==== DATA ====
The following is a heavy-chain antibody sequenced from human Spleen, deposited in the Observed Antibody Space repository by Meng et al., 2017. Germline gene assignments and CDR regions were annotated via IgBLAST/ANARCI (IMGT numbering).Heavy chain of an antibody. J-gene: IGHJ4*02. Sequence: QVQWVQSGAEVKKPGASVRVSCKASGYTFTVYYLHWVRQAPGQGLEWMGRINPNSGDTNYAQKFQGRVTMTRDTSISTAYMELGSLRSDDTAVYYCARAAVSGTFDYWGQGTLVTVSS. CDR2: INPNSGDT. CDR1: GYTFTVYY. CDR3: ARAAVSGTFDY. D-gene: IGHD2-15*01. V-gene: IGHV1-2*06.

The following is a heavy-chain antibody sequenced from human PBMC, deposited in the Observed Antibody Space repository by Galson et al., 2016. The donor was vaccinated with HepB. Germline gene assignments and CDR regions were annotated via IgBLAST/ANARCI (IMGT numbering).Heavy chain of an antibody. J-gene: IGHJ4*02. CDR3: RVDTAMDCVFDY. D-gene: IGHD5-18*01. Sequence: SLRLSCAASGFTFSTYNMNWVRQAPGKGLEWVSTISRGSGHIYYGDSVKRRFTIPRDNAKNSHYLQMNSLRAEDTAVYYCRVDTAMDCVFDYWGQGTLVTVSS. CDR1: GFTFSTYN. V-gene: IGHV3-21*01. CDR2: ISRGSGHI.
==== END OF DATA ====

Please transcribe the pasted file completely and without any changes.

The following is a heavy-chain antibody sequenced from human Spleen, deposited in the Observed Antibody Space repository by Meng et al., 2017. Germline gene assignments and CDR regions were annotated via IgBLAST/ANARCI (IMGT numbering).Heavy chain of an antibody. J-gene: IGHJ4*02. Sequence: QVQWVQSGAEVKKPGASVRVSCKASGYTFTVYYLHWVRQAPGQGLEWMGRINPNSGDTNYAQKFQGRVTMTRDTSISTAYMELGSLRSDDTAVYYCARAAVSGTFDYWGQGTLVTVSS. CDR2: INPNSGDT. CDR1: GYTFTVYY. CDR3: ARAAVSGTFDY. D-gene: IGHD2-15*01. V-gene: IGHV1-2*06.

The following is a heavy-chain antibody sequenced from human PBMC, deposited in the Observed Antibody Space repository by Galson et al., 2016. The donor was vaccinated with HepB. Germline gene assignments and CDR regions were annotated via IgBLAST/ANARCI (IMGT numbering).Heavy chain of an antibody. J-gene: IGHJ4*02. CDR3: RVDTAMDCVFDY. D-gene: IGHD5-18*01. Sequence: SLRLSCAASGFTFSTYNMNWVRQAPGKGLEWVSTISRGSGHIYYGDSVKRRFTIPRDNAKNSHYLQMNSLRAEDTAVYYCRVDTAMDCVFDYWGQGTLVTVSS. CDR1: GFTFSTYN. V-gene: IGHV3-21*01. CDR2: ISRGSGHI.